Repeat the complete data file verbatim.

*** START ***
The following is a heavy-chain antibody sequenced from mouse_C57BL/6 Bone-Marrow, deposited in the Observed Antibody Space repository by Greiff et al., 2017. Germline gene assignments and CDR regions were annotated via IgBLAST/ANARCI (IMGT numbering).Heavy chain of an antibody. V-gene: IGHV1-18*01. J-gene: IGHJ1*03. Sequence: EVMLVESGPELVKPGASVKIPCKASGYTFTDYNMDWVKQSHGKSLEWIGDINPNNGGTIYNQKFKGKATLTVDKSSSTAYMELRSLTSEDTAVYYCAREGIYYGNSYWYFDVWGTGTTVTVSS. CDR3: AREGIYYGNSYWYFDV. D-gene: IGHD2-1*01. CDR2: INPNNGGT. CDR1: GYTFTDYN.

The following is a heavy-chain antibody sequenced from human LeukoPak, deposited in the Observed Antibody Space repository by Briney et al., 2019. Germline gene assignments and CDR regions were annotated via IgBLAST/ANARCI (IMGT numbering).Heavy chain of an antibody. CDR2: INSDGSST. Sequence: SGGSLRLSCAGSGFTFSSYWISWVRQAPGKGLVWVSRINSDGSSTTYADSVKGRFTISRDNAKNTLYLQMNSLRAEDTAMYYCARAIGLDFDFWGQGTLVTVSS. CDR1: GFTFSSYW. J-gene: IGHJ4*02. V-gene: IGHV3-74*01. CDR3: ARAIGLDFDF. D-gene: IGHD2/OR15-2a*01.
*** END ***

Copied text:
The following is a heavy-chain antibody sequenced from mouse_C57BL/6 Bone-Marrow, deposited in the Observed Antibody Space repository by Greiff et al., 2017. Germline gene assignments and CDR regions were annotated via IgBLAST/ANARCI (IMGT numbering).Heavy chain of an antibody. V-gene: IGHV1-18*01. J-gene: IGHJ1*03. Sequence: EVMLVESGPELVKPGASVKIPCKASGYTFTDYNMDWVKQSHGKSLEWIGDINPNNGGTIYNQKFKGKATLTVDKSSSTAYMELRSLTSEDTAVYYCAREGIYYGNSYWYFDVWGTGTTVTVSS. CDR3: AREGIYYGNSYWYFDV. D-gene: IGHD2-1*01. CDR2: INPNNGGT. CDR1: GYTFTDYN.

The following is a heavy-chain antibody sequenced from human LeukoPak, deposited in the Observed Antibody Space repository by Briney et al., 2019. Germline gene assignments and CDR regions were annotated via IgBLAST/ANARCI (IMGT numbering).Heavy chain of an antibody. CDR2: INSDGSST. Sequence: SGGSLRLSCAGSGFTFSSYWISWVRQAPGKGLVWVSRINSDGSSTTYADSVKGRFTISRDNAKNTLYLQMNSLRAEDTAMYYCARAIGLDFDFWGQGTLVTVSS. CDR1: GFTFSSYW. J-gene: IGHJ4*02. V-gene: IGHV3-74*01. CDR3: ARAIGLDFDF. D-gene: IGHD2/OR15-2a*01.